Adjusting for other dietary variables, including vitamin E, fiber, saturated fats, and alcohol, in risk analyses did not materially affect main findings (data not shown). Analysis of sex subgroups yielded results consistent with those for the full study group (data not shown).
In this prospective population-based study, increasing plasma concentrations and dietary intakes of folate were associated with reduced risk of hemorrhagic, but not ischemic, stroke. These findings were independent of conventional risk factors, including hypertension. Although risk estimates were not statistically significant after adjustment for homocysteine, they were attenuated only slightly in magnitude, suggesting that although determination of homocysteine status is likely to be an important component of the putative role for folate in hemorrhagic stroke prevention, other mechanisms may also be involved. To our knowledge, this is the first prospective report relating circulating levels of folate to risk of hemorrhagic stroke, the first for either stroke subtype to incorporate both plasma and dietary data, and the first to account for homocysteine and/or MTHFR polymorphisms in risk assessment.
The main strength of this study is its prospective population-based design. Our results were based on a single measurement of plasma folate per subject, but this has been found to be an appropriate measure of folate status in large epidemiological studies.17 Although fasting duration was not considered in the matching of referents to incident cases, excluding subjects with fasting times <8 hours did not materially affect risk estimates (data not shown). We were unable to control for use of aspirin and other nonsteroidal anti-inflammatory drugs, which was a limitation of the study.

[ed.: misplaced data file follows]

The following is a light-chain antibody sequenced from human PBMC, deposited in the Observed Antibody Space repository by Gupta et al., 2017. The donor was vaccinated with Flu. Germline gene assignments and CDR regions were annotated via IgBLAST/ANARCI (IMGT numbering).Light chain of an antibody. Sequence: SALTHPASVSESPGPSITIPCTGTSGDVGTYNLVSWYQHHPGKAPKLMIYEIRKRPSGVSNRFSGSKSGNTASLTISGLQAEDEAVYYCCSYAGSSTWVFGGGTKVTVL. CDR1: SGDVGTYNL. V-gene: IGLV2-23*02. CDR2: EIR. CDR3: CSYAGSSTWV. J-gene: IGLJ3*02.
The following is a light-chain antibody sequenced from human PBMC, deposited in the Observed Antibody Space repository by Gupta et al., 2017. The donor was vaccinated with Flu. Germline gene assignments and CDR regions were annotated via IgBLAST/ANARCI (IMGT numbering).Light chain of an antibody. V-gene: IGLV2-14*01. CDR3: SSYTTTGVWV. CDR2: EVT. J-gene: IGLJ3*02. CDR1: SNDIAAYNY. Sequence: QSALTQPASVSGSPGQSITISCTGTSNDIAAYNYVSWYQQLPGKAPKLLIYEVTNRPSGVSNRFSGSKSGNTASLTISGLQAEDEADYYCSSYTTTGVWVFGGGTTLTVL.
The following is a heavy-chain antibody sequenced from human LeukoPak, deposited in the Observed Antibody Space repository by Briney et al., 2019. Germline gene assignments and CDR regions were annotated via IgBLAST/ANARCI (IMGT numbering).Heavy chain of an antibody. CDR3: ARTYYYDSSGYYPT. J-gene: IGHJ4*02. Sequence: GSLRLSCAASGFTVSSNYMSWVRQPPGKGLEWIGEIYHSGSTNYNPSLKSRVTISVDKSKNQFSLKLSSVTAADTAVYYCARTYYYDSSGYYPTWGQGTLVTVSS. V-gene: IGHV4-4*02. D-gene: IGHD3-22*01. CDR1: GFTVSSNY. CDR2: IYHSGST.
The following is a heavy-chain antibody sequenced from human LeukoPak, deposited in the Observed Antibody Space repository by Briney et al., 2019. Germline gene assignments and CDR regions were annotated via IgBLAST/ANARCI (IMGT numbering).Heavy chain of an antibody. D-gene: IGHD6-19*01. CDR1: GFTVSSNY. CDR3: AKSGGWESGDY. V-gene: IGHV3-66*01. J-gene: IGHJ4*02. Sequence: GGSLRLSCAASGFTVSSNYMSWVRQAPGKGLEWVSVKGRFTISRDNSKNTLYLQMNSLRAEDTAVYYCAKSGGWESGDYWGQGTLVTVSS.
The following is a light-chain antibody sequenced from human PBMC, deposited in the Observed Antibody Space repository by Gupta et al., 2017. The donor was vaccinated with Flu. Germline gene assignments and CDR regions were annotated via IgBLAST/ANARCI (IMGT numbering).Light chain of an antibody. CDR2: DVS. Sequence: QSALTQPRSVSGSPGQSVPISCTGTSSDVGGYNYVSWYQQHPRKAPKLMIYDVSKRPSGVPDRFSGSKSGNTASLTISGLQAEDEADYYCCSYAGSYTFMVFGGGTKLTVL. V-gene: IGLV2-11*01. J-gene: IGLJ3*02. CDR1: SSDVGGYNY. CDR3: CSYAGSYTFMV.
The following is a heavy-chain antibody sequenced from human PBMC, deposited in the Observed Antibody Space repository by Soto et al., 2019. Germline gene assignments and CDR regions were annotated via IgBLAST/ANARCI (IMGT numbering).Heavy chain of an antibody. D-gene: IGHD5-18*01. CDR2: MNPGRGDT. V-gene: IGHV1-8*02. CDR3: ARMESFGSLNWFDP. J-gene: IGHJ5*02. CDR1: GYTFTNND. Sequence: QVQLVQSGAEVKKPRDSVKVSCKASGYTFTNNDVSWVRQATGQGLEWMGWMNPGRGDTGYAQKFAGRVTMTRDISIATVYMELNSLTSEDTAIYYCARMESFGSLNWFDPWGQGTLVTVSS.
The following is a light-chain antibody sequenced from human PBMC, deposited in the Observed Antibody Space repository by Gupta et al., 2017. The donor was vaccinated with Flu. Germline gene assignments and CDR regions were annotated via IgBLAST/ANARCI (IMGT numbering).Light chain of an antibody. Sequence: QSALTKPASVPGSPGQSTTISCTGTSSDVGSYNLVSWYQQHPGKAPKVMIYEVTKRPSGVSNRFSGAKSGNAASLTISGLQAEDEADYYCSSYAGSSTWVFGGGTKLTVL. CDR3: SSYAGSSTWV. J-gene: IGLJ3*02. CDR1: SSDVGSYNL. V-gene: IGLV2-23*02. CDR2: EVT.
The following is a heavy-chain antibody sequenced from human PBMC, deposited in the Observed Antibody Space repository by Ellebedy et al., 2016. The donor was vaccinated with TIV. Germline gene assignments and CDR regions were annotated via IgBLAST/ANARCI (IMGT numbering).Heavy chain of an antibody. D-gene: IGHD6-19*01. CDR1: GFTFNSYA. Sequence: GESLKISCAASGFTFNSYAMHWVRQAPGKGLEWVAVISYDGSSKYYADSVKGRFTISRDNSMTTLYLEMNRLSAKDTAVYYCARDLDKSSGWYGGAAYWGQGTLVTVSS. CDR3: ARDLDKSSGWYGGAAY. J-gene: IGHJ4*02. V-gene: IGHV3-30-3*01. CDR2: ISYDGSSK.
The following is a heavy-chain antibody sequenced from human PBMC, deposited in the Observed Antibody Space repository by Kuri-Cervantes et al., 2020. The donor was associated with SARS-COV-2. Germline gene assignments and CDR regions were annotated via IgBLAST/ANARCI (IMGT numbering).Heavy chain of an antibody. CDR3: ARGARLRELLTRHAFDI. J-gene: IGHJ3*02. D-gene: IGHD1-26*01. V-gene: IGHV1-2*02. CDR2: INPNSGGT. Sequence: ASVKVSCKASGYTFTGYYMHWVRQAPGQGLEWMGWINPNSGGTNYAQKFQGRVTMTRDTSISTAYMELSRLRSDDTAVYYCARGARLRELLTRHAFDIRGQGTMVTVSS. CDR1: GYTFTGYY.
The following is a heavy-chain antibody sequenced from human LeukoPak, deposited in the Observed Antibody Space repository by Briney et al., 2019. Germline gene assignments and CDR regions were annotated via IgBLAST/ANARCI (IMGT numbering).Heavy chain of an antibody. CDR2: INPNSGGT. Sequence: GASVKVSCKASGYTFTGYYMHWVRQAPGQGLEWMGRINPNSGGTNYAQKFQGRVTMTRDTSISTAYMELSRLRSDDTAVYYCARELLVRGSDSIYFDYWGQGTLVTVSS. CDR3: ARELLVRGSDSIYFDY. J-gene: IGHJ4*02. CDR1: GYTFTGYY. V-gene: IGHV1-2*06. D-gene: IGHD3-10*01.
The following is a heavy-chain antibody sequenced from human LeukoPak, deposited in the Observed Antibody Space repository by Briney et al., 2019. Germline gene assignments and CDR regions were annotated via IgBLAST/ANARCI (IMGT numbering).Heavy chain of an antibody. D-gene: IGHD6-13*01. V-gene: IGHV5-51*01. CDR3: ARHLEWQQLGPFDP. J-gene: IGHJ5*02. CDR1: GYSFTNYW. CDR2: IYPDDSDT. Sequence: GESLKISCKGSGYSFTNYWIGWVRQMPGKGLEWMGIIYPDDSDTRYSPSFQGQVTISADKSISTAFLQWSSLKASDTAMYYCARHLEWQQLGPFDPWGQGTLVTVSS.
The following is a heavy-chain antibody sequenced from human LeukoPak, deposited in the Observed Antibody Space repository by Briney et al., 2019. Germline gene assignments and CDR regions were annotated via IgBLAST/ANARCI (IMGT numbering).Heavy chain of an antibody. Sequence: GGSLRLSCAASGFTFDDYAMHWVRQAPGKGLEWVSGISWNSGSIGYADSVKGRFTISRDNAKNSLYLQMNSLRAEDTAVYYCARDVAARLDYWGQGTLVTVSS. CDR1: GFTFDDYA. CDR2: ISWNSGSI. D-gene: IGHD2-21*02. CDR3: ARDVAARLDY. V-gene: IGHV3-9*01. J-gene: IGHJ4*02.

Whereas a greater sample size would have been desirable, especially with respect to the dietary intake data, the consistency of the plasma and dietary data strengthens our findings. Excluding folate obtained from multivitamin supplements resulted in similar ORs, suggesting that confounding by other vitamins was not likely to have been a problem (data not shown). The quality of the dietary data might also be called into question, but the FFQ used has been found to have good reproducibility and an estimated validity similar to that of FFQs in other prospective cohort studies, although folate and vitamin B12 were not assessed in that report.16